"Both you women need to behave." The playful reprimand came compliments of Bob White as he joined them, proudly sporting khaki shorts and a T-shirt that read Forty is the New Thirty. With his blond hair now silvery gray, he remained tall and athletic—an older, wiser version of his son.

"Cut Caleb some slack," Bob ordered. "He's been getting a business started." He kissed Sharon's cheek and then raised a hand to Caleb. "Come 'ere, boy! Give the ol' man a hug."

Another bear hug ensued—in a manly kind of way, of course—before Shay asked, "Where's my hug?"

Caleb's gut clenched, thinking of how she felt in his arms…as she had the night of her eighteenth birthday. The night everything had changed. The night he'd forgotten himself and kissed her. And if not for an interruption, he might have done a whole lot more. No. No "might." He would have. His attraction to Shay was that strong, an attraction that only seemed to age like fine wine—get richer and more irresistible. It was a hard lesson he'd learned on the few visits home that he'd dared while enlisted.

She was in front of him now, driving him insane with her nearness. "Unless you're afraid I'll get you wet?" she taunted softly, her gaze sliding over his jeans and T-shirt, a contrast to everyone else's swim trunks, shorts and various summer attire. "You aren't exactly dressed for the pool." She leveled him with a stare. "You do know the meaning of pool party?"

He wanted nothing more than to dive into that pool with Shay, with nothing but swimsuits between them. Exactly why he'd dressed to avoid temptation.

Bracing himself for the impact, he decided to take charge of this unavoidable hug and then make a run for the other side of the pool. Caleb attempted a short, one-armed hug, his beer a great excuse to avoid anything more intimate. "How've you been, Shay?" he asked.

Instantly, her arms wrapped around his neck, preventing his escape. She clung to him, her soft, warm curves melting into him—a friendly embrace to anyone watching, but they both knew it was more. And damn it, it wasn't enough. He'd longed to hold her again for so very long. He wanted to mold her closer, to inhale her, to absorb her.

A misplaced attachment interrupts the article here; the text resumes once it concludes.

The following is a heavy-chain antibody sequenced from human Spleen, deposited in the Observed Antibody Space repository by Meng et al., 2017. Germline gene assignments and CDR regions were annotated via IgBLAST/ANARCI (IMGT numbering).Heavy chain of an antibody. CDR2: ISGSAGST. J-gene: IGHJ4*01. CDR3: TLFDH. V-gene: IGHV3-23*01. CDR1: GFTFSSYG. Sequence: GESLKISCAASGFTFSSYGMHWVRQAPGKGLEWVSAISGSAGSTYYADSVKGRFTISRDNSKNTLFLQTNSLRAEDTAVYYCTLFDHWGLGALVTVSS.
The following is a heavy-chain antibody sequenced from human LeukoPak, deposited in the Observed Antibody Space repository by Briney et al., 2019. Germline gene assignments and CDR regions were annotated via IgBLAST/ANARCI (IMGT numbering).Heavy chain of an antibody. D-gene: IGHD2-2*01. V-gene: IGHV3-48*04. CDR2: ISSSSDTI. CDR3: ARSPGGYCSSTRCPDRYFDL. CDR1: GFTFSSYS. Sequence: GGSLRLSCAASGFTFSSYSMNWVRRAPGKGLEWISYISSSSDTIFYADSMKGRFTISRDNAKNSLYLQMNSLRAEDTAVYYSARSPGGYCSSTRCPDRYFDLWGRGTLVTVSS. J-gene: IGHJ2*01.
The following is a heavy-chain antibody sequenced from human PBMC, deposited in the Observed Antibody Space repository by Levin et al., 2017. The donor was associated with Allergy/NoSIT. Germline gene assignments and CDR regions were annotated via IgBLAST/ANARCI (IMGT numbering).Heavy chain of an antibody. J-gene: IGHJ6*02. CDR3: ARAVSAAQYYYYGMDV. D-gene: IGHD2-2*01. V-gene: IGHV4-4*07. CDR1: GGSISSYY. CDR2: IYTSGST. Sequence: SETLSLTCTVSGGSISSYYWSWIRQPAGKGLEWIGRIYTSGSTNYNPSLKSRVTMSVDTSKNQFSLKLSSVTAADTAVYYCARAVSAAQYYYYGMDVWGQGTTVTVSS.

Among all the women a decade of traveling the world delivered to a Special Ops soldier like himself, none of the fast exits had left him with regret. But leaving Shay had, and often he had wondered if she were the reason why no one else had mattered. Because there was no question—she had long ago reached inside him and refused to let go.

"I missed you, Caleb," she said softly, near his ear.

I missed you, too, he thought, fearing the words would sound as those spoken by a man, not a brother.

And he was her brother. Brothers were forever. The minute they became more, they were like every other couple—they could crash and burn, lose what they had. And he'd lose more than her. He'd lose the only family he'd known for the past fifteen years.

He snatched the wet towel she'd draped over his shoulder and tugged it out of her grip, stepped backward and handed it to her. "Thanks for the soggy shoulder, Shay-Shay," he teased, reminding her of their youthful play and putting their relationship where it was meant to be—laden with sibling jest.

"Oh, God," she said, rolling her eyes and wringing the towel in her hands. "Don't call me that. You know I hate it."

Kent chuckled. "You loved it when you were thirteen."

"Thirteen," she repeated, grinding the age through her teeth. "When I played dress-up in Mom's work clothes."

"And transformed yourself into 'Shay-Shay Va-voom,'" Kent added, needling her.

"I hate you, Kent," she said, her teeth still clenched. "Really, really hate you."